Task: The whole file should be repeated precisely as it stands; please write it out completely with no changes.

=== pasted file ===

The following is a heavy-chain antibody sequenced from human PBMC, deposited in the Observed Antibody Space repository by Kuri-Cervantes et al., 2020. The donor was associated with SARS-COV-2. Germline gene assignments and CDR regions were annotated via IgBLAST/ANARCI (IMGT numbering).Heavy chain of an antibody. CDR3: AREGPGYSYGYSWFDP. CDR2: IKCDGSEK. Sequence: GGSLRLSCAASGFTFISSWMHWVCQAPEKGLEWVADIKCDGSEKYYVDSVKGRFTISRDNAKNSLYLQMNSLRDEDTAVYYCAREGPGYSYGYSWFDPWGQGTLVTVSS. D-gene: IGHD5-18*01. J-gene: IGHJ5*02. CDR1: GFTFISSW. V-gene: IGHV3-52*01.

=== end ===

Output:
The following is a heavy-chain antibody sequenced from human PBMC, deposited in the Observed Antibody Space repository by Kuri-Cervantes et al., 2020. The donor was associated with SARS-COV-2. Germline gene assignments and CDR regions were annotated via IgBLAST/ANARCI (IMGT numbering).Heavy chain of an antibody. CDR3: AREGPGYSYGYSWFDP. CDR2: IKCDGSEK. Sequence: GGSLRLSCAASGFTFISSWMHWVCQAPEKGLEWVADIKCDGSEKYYVDSVKGRFTISRDNAKNSLYLQMNSLRDEDTAVYYCAREGPGYSYGYSWFDPWGQGTLVTVSS. D-gene: IGHD5-18*01. J-gene: IGHJ5*02. CDR1: GFTFISSW. V-gene: IGHV3-52*01.